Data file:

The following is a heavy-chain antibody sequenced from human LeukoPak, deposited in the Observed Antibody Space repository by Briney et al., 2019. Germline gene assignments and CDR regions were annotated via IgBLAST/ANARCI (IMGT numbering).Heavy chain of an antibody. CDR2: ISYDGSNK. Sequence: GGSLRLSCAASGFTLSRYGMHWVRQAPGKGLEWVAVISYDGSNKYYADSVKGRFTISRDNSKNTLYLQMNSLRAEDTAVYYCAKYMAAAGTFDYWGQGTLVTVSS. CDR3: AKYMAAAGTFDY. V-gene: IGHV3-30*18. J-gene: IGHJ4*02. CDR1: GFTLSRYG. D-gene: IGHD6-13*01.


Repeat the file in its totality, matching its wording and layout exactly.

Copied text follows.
The following is a heavy-chain antibody sequenced from human LeukoPak, deposited in the Observed Antibody Space repository by Briney et al., 2019. Germline gene assignments and CDR regions were annotated via IgBLAST/ANARCI (IMGT numbering).Heavy chain of an antibody. CDR2: ISYDGSNK. Sequence: GGSLRLSCAASGFTLSRYGMHWVRQAPGKGLEWVAVISYDGSNKYYADSVKGRFTISRDNSKNTLYLQMNSLRAEDTAVYYCAKYMAAAGTFDYWGQGTLVTVSS. CDR3: AKYMAAAGTFDY. V-gene: IGHV3-30*18. J-gene: IGHJ4*02. CDR1: GFTLSRYG. D-gene: IGHD6-13*01.